When looking backwards in time it is easy to wryly smile at the use of the phrase ‘Back in my day’ or ‘When I was younger…’. These clichés, denote something humorous about their user. One need only look around, and the thought that we have not advanced and improved our lives seems absurd. Perhaps then what these phrases actually reflect then is something much more tragic. Mend and Make Do is an 8 minute film dedicated to this tragedy.

The films format is not entirely new, and yet, feels highly original. Lyn Schofield, now in old age, spends 8 minutes narrating the some of her happiest and saddest memories. Overlaid onto this nostalgic monologue is a beautiful stop-motion animated reflection of those memories through everyday household items. As the film twists and turns through Schofield’s stories, household items bend into shapes that mirror these experiences.

A pair of curtains plays the part of a prom date, and a clothes hanger the part of a mother. Mend and Make Do, made only by 10 students, captures a classical atmosphere whilst maintaining a grip over the audience’s emotions. The palimpsests of the past seem to dance around as if to command relevance and usefulness, and the result is highly effective. Not only does it capture the time period, but also the passage of time. The viewer could be forgiven for feeling a little stitched over by director Bexie Bush who seems always looking for empathy – one can’t help but feel that a dab of the eyes is always the director’s main goal. When the curtains go down, however, perhaps the most poignant message of Mend and Make Do is a simple one. All these items are now probably gone, and so soon, will we.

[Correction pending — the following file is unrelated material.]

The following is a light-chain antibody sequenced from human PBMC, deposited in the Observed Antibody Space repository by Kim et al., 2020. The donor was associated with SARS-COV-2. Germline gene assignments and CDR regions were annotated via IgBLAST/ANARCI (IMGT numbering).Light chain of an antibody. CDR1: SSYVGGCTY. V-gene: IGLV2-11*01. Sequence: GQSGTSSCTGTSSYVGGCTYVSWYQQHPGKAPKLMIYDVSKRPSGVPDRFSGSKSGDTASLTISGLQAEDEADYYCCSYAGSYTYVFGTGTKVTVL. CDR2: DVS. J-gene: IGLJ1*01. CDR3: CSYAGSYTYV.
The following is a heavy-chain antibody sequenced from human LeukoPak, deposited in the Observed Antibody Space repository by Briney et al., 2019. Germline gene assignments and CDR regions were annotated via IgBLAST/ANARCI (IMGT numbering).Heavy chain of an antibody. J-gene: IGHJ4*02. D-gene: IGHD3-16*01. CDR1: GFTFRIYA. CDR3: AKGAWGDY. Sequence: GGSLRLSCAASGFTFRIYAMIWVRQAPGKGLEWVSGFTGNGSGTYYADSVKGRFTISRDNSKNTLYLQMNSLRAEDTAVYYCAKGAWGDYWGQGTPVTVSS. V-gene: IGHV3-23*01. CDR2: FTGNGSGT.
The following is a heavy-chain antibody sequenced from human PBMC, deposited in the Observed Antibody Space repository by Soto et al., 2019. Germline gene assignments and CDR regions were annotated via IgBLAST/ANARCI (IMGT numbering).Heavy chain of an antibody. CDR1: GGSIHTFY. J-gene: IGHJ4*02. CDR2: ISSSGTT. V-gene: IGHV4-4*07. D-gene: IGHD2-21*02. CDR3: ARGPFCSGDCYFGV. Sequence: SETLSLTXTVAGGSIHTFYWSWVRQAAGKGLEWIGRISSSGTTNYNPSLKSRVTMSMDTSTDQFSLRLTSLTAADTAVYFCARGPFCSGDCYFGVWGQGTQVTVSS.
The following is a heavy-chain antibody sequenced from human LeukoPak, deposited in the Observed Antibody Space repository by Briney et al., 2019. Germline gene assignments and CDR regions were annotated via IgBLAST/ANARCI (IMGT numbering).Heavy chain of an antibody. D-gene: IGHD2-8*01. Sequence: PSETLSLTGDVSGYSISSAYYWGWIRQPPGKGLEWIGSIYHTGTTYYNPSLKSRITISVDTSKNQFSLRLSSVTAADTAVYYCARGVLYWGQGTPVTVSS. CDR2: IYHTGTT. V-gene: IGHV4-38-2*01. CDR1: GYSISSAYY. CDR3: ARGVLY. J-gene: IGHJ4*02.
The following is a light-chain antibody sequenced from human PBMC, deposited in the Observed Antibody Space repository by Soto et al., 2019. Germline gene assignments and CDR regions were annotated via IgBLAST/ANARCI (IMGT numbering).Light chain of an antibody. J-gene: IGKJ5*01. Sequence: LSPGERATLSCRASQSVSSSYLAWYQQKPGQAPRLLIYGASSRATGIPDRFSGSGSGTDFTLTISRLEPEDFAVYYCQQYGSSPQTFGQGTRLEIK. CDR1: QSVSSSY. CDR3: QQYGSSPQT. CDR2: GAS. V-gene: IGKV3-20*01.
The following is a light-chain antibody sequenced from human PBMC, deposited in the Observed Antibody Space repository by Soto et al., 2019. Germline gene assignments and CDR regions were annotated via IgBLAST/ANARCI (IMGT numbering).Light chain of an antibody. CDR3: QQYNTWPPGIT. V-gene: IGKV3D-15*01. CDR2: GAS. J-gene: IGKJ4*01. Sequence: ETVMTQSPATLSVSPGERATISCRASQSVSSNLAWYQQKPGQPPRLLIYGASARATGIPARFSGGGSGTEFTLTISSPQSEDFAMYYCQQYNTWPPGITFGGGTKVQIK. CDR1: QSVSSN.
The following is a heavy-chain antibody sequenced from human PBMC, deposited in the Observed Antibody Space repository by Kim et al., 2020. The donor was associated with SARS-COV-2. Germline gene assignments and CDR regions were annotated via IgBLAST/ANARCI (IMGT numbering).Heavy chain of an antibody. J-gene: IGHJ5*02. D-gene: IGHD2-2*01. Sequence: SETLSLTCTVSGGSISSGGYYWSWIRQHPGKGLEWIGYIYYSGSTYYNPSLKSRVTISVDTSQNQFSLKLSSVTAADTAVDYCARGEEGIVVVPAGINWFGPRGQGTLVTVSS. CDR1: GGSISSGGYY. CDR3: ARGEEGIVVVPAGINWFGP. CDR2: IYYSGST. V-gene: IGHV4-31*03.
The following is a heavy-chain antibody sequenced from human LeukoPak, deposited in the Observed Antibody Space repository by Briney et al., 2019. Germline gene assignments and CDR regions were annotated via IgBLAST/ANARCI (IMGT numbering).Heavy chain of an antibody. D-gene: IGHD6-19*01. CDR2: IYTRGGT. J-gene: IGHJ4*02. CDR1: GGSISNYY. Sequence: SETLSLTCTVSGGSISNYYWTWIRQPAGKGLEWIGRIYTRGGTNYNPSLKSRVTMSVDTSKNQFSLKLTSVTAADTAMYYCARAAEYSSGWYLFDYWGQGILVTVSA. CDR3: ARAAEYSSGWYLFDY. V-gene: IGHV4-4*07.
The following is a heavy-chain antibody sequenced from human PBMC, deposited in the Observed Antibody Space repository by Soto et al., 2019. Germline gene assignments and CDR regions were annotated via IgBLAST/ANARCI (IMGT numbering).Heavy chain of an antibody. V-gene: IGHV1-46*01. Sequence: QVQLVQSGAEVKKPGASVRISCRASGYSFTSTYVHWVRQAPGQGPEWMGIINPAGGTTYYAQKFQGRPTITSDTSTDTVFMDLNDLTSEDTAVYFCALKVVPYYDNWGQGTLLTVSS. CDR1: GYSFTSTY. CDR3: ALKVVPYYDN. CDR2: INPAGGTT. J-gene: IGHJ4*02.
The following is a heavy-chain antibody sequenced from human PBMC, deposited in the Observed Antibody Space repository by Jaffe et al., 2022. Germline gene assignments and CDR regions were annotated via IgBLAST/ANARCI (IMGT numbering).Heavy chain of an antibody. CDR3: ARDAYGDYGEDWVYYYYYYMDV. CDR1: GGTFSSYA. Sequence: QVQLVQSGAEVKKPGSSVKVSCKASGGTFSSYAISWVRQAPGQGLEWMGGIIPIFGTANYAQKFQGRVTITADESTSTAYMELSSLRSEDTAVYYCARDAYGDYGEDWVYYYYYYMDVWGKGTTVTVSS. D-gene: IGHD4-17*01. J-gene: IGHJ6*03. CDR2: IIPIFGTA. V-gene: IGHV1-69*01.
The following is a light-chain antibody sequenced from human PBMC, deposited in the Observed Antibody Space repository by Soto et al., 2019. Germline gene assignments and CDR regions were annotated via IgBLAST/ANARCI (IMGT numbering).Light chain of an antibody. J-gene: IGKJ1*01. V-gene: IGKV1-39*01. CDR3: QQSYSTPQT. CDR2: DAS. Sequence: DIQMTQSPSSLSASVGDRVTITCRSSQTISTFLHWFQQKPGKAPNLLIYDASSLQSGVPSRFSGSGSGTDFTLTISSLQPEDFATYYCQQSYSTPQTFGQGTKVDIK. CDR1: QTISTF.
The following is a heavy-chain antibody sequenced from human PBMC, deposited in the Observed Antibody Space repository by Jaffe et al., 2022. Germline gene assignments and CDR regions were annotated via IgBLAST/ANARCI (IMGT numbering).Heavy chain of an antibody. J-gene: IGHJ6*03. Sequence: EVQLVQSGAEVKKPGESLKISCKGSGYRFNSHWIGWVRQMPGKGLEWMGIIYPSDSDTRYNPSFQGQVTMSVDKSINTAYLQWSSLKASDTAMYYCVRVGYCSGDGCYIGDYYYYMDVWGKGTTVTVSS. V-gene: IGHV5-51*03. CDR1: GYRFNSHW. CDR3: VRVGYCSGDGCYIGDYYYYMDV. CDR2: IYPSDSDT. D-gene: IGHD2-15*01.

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DIRECTOR: Bexie Bush

WRITERS: Stefan Kaday

DoP: Adrian Peckit

SYNOPSIS:  Lyn Schofield tells her story of wartime love in this ‘life-sized’ animated short.